Illusion of Life in 3D Character Animation. Part 1

What are the most common mistakes new animators make and why? Could it be that the mistakes come from ignoring the classic rules of animation? Back in 2003 I did a study wishing to confirm just that. Idea was to find what makes good animation and then, via a case study, see if new animators can hit the target – and if not see where they fail and why. Study was in Finnish, title translates to “The Illusion of life in 3D Character Animation” – my final thesis in Multimedia studies. I shall examine this in 2 articles though without the ‘scientific’ style and constant referencing. References are listed at the end.

What is good character animation?

Illusion of Life in 3D Character Animation, poster for the study

Unquestionably we want to see characters come to life. To seem alive a character has to move like a living creature and show self-motivation in it’s actions. Illusion is based on how it reminds us of life and how at the same time it is a caricature – and imitation of life rather than a copy. A copy of life would be difficult and boring to do, and could not be applied to all imaginary characters. Imitation is enough. What is there to imitate, then? Two things: Lifelike motion and acting.

Since acting is, in my opinion, more advanced than making things move ‘right’, and since it would have expanded study scope greatly, I chose to ignore it. But I did expect lifelike motion. To achieve that one needs to study motion.

Discoveries made from studying motion

  • Balance Origin of motion. Each movement is caused by gravity, or other such major force, or is a reaction to it. A move starts by going off balance and ends by again achieving balance. Character has a center of balance and to move about a character has use energy to get that center moving, actually often falling. For example walk is a combination of controlled falls. Fall, catch, fall, catch and so on.
  • Balance. A bipedal character is in balance when you can draw straight line from base of the neck to A) the leg that has weight or B) to a direct line crossing the two ankles.
  • Tilt & Twist. Gravity gave the need for a rigid supporting skeleton and we move it with muscles. But muscles are expensive to both build and use, so creatures with rigid spine(vertebrate) have evolved a way to move by tilting and twisting. In fact all vertebrate moves are rotation of some sort and every body part involved in creating a motion rotates on three(3) axis.

Tilt and Twist
Look at bipedal walk. Tilt and twist of the hips gets a leg up and going and gives reach to the motion. So also moves the point of balance. Rotations of upper body help to compensate for this. Other vetebrate creatures like lizards have short legs but compensate this with a very flexible spine. Understanding movement and then by training futher bare skeletons can tell you how a creature would move in life.

Principles of the Illusion of Life

Animation professionals, back in the first golden age of animation, studied things like the above and developed principles to achieve Illusion of Life. They still apply. For purposes of my study I’ve chosen 9 about lifelike motion and ignored others that concern storytelling(framing and more) or acting. The explanations are my variations of what you can find elsewhere on the net or in books.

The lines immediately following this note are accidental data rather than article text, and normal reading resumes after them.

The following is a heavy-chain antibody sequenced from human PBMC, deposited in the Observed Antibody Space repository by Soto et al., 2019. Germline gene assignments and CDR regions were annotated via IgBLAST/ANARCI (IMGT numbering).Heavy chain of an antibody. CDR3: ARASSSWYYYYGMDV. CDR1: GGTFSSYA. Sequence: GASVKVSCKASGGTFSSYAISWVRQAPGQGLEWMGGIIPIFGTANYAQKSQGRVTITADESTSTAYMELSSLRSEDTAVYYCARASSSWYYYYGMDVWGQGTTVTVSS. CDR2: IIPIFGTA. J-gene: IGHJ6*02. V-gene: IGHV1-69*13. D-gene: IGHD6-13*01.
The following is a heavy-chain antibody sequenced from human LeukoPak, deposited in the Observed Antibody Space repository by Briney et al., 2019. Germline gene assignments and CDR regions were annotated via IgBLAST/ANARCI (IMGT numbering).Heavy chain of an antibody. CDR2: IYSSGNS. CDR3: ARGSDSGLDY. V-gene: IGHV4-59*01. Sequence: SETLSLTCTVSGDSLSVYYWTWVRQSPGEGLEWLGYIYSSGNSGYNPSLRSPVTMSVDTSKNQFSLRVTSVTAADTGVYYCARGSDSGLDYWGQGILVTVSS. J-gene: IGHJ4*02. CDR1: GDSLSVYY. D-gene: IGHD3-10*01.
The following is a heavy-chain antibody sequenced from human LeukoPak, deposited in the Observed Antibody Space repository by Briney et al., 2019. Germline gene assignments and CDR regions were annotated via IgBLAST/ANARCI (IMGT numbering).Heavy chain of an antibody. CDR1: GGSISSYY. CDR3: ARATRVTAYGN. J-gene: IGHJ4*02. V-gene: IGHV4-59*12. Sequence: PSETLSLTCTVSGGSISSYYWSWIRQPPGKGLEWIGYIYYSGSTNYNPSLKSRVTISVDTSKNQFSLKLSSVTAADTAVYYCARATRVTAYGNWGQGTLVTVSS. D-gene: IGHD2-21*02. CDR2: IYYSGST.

1. Tilt & Twist As explained before vertebrate movement is all about rotations.
  2. Dynamic balance is having characters mass, inertia and energy in balance. Body parts work together for balance.
  3. Dynamics is making note of the laws conserning mass and energy and applying them to animation so it looks like things have weight. Often dynamics is called acceleration and deceleration.
  4. Follow Through and Overlapping Action means that in nature not all parts of a character get to speed or stop at the same time.
  5. Squash and stretch concern shape changes – all living creatures shapes change in movement in many parts of the body and even as a whole, too, in extreme motions.
  6. Arcs: natural movement goes in arcs. It has to do with rotational joints and gravity. See no 1.
  7. Natural faults and variance, even chaos. This is the spice of life – imperfections in all things.
  8. Anticipation is simply anticipating and action with a counter-action. All natural motions have anticipation.
  9. Subconscious action is what everybody does without noticing, like shifting weight when standing. It is part personality, part chaos that is life and part the fact that living things just get stiff without motion.

All the above principles incorporate timing. Timing (what moves when in relation to what else) creates illusion of weight and more. Think of it as the tool to do the principles with.

As you can see, the principles above come from the real world. Yet using principles with our often unreal worlds and characters gives them the Illusion of Life. It’s the illusion, the touch of familiar we are after, not The Real. Heck, you can have Lifelike Adventures of Mr. Garden Hose by applying these right. And they don’t have to applied exactly like in real life, rather used for good effect. Animation can (and should) go beyond the ‘real’.

I claim using the principles does create lifelike motion and that they are one requirement for good animation. Rest is created with visual storytelling choises and acting.

Do you agree the principles still apply? Have you kept the classic learnings in mind when animating, or do you just trust yourself to get it right, naturally?

Tune in later for part 2 where we examine an animation with the principles in mind.

References used(back in 2003)

Leave a Reply

Your email address will not be published. Required fields are marked *